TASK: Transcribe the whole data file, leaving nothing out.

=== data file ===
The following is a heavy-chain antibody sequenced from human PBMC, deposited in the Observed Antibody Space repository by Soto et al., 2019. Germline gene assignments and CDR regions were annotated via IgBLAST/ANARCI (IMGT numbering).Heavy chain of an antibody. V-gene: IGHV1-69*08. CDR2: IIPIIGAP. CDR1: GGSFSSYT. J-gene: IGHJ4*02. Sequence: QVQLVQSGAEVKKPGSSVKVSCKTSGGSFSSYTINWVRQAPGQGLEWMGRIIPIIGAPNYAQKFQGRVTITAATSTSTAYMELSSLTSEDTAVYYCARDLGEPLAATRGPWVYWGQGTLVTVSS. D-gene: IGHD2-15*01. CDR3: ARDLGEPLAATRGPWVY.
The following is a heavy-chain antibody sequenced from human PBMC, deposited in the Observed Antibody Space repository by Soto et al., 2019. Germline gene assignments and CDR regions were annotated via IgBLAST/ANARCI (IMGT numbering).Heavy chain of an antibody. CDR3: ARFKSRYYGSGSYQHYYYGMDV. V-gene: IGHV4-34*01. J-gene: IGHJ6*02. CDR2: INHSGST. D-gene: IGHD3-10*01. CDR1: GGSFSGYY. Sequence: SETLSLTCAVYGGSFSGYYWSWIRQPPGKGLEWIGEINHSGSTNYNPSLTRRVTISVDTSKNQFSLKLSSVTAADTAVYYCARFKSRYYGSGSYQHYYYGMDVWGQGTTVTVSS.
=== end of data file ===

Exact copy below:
The following is a heavy-chain antibody sequenced from human PBMC, deposited in the Observed Antibody Space repository by Soto et al., 2019. Germline gene assignments and CDR regions were annotated via IgBLAST/ANARCI (IMGT numbering).Heavy chain of an antibody. V-gene: IGHV1-69*08. CDR2: IIPIIGAP. CDR1: GGSFSSYT. J-gene: IGHJ4*02. Sequence: QVQLVQSGAEVKKPGSSVKVSCKTSGGSFSSYTINWVRQAPGQGLEWMGRIIPIIGAPNYAQKFQGRVTITAATSTSTAYMELSSLTSEDTAVYYCARDLGEPLAATRGPWVYWGQGTLVTVSS. D-gene: IGHD2-15*01. CDR3: ARDLGEPLAATRGPWVY.
The following is a heavy-chain antibody sequenced from human PBMC, deposited in the Observed Antibody Space repository by Soto et al., 2019. Germline gene assignments and CDR regions were annotated via IgBLAST/ANARCI (IMGT numbering).Heavy chain of an antibody. CDR3: ARFKSRYYGSGSYQHYYYGMDV. V-gene: IGHV4-34*01. J-gene: IGHJ6*02. CDR2: INHSGST. D-gene: IGHD3-10*01. CDR1: GGSFSGYY. Sequence: SETLSLTCAVYGGSFSGYYWSWIRQPPGKGLEWIGEINHSGSTNYNPSLTRRVTISVDTSKNQFSLKLSSVTAADTAVYYCARFKSRYYGSGSYQHYYYGMDVWGQGTTVTVSS.